Amazing Fact About the Negro No. 34: How did the Black Sambo memorabilia that is collected today come to be?
I have a confession to make: I collect racist memorabilia. Perhaps it is because my mother seems to have as well. She kept a very small ashtray on a table in our living room featuring a Black Sambo figurine at its center. Since neither of our parents ever smoked, I know Mom didn’t buy this object for its function; she bought it because she was intrigued, just as I was, even as a child. Why was this boy so very black — jet black, the blackest of blacks — and why was he depicted as naked? Again and again in idle moments, I would be drawn to the plight of this little black boy, frozen for all time in a racist form of in extremis, I guess one might say, with the reddest and thickest of lips, the whitest of eyes and the unutterably blackest of skin.
When it comes to the question of whether collecting those racist images is right, I often encounter two strong and diametrically opposed reactions from African Americans. Some can’t seem to amass enough examples of these “collectibles” or “memorabilia” (as we euphemistically call these hideous images today). Others think the whole lot should be assembled into one gigantic bonfire, incinerated, and the ashes buried in an impenetrable vault, or strewn over the broadest reach of the deepest ocean never to be displayed again.
It’s as if these artifacts’ complete and total obliteration could wipe the slate clean or erase the painful memory and palpably harmful effects of seeing ourselves reflected over and over through the murky mirror of the anti-black subconscious as deracinated, gluttonous, lascivious non-reflective subhuman beasts — thieves, rapists, liars — a species apart from all other human beings, dominated and ruled like other animals by our instincts and passions and not by our (sub-standard) brains.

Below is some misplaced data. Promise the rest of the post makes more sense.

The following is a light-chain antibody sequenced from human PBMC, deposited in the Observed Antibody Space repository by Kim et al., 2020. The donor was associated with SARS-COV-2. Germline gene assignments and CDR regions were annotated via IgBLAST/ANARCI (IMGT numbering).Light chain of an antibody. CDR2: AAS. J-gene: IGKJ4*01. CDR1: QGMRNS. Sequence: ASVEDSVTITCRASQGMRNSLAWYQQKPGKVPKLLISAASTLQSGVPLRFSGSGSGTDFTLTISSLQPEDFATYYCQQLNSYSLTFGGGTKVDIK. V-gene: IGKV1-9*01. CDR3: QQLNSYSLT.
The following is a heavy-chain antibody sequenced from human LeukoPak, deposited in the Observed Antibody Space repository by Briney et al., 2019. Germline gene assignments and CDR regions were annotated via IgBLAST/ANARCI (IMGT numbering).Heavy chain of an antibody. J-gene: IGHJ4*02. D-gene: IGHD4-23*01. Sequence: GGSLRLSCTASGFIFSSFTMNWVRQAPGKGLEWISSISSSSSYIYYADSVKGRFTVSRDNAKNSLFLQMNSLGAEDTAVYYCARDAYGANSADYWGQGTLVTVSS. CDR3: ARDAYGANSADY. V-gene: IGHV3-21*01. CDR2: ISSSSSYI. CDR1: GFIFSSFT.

I understand the latter reaction, so it may seem counterintuitive that I pursue a scholarly interest in what I think of as the everyday racism of the genre of American popular culture that I call “Sambo Art.” In fact, one of the components of Harvard’s extensive “Image of the Black in Western Art Archive” — composed of some 26,000 images of black people in Western art, both noble and ignoble, in both high and low art forms — is made up of these racist images, which I hope scholars will study, analyze and critique: first, to understand why and how they came into being and were used to demean and delimit our people as human beings and as citizens, and second, so that we can keep this sort of thing from being used against our people and any other subjugated people ever again, to paraphrase the defiant assertion of many Jewish people in relation to the Holocaust.
I thought about all of this a few days ago, when I walked into the Sable Images Shop near Leimert Park, bordering the Baldwin Hills neighborhood of Los Angeles, while filming an episode of The African Americans: Many Rivers to Cross, our six-hour African-American history series to be aired on PBS starting on Oct. 22, 2013. The lovely shop, owned and operated by an African-American woman, Gail Deculus-Johnson, is chock-full of historical examples of Sambo Art, ranging from 19th-century minstrel imagery all the way to advertisements for the Amos ‘n’ Andy television program in the early 1950s. What makes this shop different from others I have visited is a very thoughtful pamphlet that Deculus-Johnson distributes to her customers, in which she discusses why she collects and sells these items.
In response to this fascinating rhetorical question — “[Since] some items are disturbing, offensive and hard to believe, [if you collect and display them] are you creating these images yourself?” — her pamphlet answers: “No, definitely not,” since the store “contains astounding mementos reflecting true lives of people of African descent,” including all that African Americans have suffered through visual media, “depictions [that] are a testimony of life in the past,” including “the ‘good, bad, and ugly.’ ” And in response to whether “these politically incorrect depictions” are, in fact, “teaching racism,” the pamphlet answers that “displaying memorabilia as part of a home, no matter how painful it may seem, is ensuring that ‘each one teach one’ and that history must not repeat itself.” Our children, it continues, “must know where we have been to know where we are going.” In other words, the most important function of displaying and collecting this stuff is a didactic one: critique. And there is a lot here to critique.